The Pollinator Path beds are managed by the Biology Greenhouse Manager, and co-founder of the Pollinator Path, Catherine Grant. The beds are protected areas designed to attract the Rusty-Patched bumble bee and many other native pollinators. The beds provide forage for pollinators and many of the beds are planted with Minnesota native species. There are over 89 perennial species in the designated beds, and 46 annuals, all selected for their value to pollinators.
The methodologies used to identify endangered and vulnerable species and/or areas of biodiversity importance and any ongoing assessment and monitoring mechanisms:
There are two data sets being collected to monitor the pollinators that forage in the Pollinator Path beds. The first set is based on annual population assessments conducted by the students in the fall semester Conservation Biology class. They visit specified sites and categorize the pollinators they see in general classes, such as “bumblebee, honeybee, butterfly,” etc.
The second data set is being collected by Doreen Schroeder, Biology staff and co-founder of the Pollinator Path. She has five years’ worth of data based on a weekly population census taken from June through September. Her data is much more specific as to type of pollinator – with 30 categories – and records which plant species are hosting which pollinator type.
A brief description of the scope of the assessment(s):
The student-collected assessments date back over five years and include data collected before the Pollinator Path was established, giving an important benchmark. The data shows a threefold increase in bumblebees since the Pollinator Path introduced new forage, and a six-fold increase in honeybees – although that may be attributable to more managed hives in the surrounding St. Paul neighborhoods.
The data collected by Doreen Schroeder spans five years thus far and is noted for the level of specificity as to bee type and flower species.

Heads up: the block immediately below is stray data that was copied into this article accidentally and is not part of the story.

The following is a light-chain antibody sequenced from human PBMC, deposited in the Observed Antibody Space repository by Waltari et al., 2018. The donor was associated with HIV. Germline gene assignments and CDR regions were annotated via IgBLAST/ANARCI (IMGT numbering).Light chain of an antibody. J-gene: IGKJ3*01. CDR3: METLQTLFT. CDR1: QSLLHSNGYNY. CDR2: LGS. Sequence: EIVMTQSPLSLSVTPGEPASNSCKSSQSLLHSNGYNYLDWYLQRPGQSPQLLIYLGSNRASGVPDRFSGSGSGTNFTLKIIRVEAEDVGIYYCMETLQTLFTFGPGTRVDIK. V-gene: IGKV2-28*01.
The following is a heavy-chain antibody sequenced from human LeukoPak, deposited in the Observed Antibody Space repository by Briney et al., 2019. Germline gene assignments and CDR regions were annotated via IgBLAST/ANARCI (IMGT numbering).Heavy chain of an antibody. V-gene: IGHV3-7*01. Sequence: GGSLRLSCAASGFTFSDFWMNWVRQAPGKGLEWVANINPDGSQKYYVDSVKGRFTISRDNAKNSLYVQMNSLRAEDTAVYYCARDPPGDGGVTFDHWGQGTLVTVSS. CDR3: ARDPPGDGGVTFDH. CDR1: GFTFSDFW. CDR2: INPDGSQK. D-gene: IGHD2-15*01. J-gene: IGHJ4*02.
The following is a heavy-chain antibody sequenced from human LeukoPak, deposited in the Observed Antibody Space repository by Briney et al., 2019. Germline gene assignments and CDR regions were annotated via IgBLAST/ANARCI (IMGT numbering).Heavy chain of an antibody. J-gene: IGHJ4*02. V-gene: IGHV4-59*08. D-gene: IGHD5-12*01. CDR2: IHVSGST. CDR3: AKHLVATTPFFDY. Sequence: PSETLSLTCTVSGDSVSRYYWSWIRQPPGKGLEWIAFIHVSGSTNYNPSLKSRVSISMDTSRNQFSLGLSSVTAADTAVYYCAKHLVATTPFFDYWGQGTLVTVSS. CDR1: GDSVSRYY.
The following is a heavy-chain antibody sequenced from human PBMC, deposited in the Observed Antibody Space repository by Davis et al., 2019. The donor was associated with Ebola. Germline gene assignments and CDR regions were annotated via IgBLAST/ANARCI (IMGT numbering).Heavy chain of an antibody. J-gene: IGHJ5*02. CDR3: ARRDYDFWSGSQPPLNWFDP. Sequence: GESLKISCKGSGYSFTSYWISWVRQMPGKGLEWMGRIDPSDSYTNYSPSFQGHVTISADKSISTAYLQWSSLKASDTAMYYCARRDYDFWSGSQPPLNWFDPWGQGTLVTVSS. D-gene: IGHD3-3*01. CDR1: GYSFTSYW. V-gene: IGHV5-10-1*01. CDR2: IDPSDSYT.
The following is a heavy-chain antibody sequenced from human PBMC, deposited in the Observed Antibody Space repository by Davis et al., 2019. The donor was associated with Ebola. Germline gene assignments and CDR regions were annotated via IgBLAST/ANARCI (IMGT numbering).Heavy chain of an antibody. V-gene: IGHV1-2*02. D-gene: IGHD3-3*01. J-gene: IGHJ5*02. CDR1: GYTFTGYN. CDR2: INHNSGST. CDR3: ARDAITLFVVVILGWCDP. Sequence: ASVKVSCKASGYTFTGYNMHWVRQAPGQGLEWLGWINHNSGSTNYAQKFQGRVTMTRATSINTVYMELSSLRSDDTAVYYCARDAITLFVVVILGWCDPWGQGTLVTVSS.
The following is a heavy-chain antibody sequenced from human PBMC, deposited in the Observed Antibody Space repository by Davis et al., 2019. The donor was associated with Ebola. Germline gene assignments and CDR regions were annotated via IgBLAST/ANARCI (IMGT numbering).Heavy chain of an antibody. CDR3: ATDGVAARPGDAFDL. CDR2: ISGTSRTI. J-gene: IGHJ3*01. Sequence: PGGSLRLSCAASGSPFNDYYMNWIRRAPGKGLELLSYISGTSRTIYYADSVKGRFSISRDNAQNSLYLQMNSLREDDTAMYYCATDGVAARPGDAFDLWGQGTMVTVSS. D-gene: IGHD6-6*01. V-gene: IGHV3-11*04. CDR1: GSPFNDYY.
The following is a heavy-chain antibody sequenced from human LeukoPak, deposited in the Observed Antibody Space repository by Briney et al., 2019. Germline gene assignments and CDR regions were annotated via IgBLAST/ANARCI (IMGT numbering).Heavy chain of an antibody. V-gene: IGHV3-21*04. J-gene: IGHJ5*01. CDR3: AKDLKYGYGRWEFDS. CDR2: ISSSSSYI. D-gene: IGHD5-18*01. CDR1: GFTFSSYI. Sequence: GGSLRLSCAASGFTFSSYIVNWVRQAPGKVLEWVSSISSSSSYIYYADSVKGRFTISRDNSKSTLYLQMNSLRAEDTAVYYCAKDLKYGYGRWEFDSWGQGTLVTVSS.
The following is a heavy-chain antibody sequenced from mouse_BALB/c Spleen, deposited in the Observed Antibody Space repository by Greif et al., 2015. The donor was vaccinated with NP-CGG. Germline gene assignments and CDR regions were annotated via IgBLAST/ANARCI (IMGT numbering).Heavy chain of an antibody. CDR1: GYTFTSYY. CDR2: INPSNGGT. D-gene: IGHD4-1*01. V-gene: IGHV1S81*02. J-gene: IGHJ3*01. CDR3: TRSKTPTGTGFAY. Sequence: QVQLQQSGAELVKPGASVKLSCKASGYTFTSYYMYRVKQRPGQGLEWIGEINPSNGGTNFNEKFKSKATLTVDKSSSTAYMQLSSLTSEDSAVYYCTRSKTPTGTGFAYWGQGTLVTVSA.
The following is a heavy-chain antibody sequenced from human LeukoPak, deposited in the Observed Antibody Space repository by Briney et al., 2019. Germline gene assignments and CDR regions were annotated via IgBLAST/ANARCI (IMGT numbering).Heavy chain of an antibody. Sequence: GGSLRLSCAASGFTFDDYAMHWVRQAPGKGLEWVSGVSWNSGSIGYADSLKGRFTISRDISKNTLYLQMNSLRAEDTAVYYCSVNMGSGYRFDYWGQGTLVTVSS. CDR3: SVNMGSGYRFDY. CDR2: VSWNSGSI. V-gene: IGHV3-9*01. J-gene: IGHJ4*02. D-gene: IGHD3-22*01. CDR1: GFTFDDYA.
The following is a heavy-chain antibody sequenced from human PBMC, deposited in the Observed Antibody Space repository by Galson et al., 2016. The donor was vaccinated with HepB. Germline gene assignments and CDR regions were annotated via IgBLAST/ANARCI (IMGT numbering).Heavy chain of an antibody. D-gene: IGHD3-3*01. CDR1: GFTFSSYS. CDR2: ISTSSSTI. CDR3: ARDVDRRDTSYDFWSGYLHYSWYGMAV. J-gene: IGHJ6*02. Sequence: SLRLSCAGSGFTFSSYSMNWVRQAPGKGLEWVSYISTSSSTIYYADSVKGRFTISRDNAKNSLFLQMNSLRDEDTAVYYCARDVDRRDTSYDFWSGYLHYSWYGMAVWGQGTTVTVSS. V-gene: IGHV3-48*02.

A brief description of the plans or programs in place to protect or positively affect identified species, habitats, and/or ecosystems:
Since 2018, 1,857 square feet of Pollinator Path beds have been installed, and 9,264 square feet of pollinator friendly plantings have been installed. This is a 72% increase. The plans/programs at University of St. Thomas to protect & positively affect pollinator habitat include:
1. The “branding” of the Pollinator Path by the marketing team to designate the sites as official. Each site is marked by an educational sign. An informational flyer is available at key sites with a map of all nine sites and links to the Biology Department website with more in depth information on the Pollinator Path.
2. The Biology Department supports the efforts of the two co-founders to establish, maintain, expand, and do research on the Pollinator Path sites.
3. The use of the Pollinator Path as a living lab for dozens of undergraduate class projects administered through the Sustainable Communities Partnership out of the Office of Sustainability Initiatives.
4. Collaboration between the Grounds staff and Biology to establish, maintain and increase the footprint of pollinator habitat on the St Paul campus since 2016. As of summer, 2019, the Pollinator Path beds comprised 14,525 square feet. An additional 1,857 square feet were added in 2020. In addition to the nine official pollinator path beds, the university’s grounds crew have installed approximately 10,000 square feet of pollinator-friendly plantings in other locations across campus.
Estimated percentage of areas of biodiversity importance that are also protected areas :
Website URL where information about the institution’s biodiversity initiatives is available:
Additional documentation to support the submission:
Information for this credit was provided by Pollinator Path co-founders, Catherine Grant and Doreen Schroeder, and Ground Supervisor, Jeff Voshell.
Pollinator Path Website: https://cas.stthomas.edu/departments/areas-of-study/biology/facilities/pollinator-path/
The information presented here is self-reported. While AASHE staff review portions of all STARS reports and institutions are welcome to seek additional forms of review, the data in STARS reports are not verified by AASHE. If you believe any of this information is erroneous or inconsistent with credit criteria, please review the process for inquiring about the information reported by an institution and complete the Data Inquiry Form.